The argument I've sketched above turns out to be the same as that used to explain economic exploitation at the point of production. The capitalist purchases labor power in the labor market, where he pays a fair price for it as he does for the other factors of production (in principle, all's fair in the marketplace). Although production yields greater value than the sum of its input values (surplus value is what motivates production), the worker gets little of it. He is paid fairly for his labor input, but not paid (unless labor is economically or politically united) for the result of this input.

In the cases of both the private ownership of capital and of the wage system, we can only explain things by treating them as emergent processes in which the emergent whole is more than (has lower entropy than) the sum of its parts. I here resist as best I can any reductionist approach. A double reductionism is characteristic of capitalist ideology: it reduces the whole to its parts (social atomism), and it reduces the whole to empiria (empiricism). Both reductions cripple our understanding: it hides our social nature; it fails to explain the origin of surplus value; it entirely misses the dynamics of the capitalist system; it therefore makes impossible any critical action within it beyond spontaneity; and it fails to explain the exploitation of labor beyond the marginal case of sweated labor, which is not specific to capitalism.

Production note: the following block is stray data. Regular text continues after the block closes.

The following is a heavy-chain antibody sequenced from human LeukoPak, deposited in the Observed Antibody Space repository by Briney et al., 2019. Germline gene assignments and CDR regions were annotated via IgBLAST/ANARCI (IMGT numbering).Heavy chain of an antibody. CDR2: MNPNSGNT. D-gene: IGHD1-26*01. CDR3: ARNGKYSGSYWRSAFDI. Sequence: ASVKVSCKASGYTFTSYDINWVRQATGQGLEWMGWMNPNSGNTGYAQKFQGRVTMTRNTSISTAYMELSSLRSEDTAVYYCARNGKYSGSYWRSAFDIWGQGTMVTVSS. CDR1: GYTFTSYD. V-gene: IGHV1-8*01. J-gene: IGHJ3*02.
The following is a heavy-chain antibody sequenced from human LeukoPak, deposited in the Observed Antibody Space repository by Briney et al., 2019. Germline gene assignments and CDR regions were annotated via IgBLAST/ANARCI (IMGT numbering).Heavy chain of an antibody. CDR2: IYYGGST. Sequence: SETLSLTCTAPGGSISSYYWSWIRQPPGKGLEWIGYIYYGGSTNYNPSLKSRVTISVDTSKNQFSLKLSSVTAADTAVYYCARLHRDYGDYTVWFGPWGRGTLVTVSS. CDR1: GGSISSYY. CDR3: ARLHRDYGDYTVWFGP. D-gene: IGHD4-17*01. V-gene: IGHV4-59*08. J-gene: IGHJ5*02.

> But in order to get that conclusion, you pretty much have to define
> “workers” as teenagers at McDonalds and illegal immigrants hanging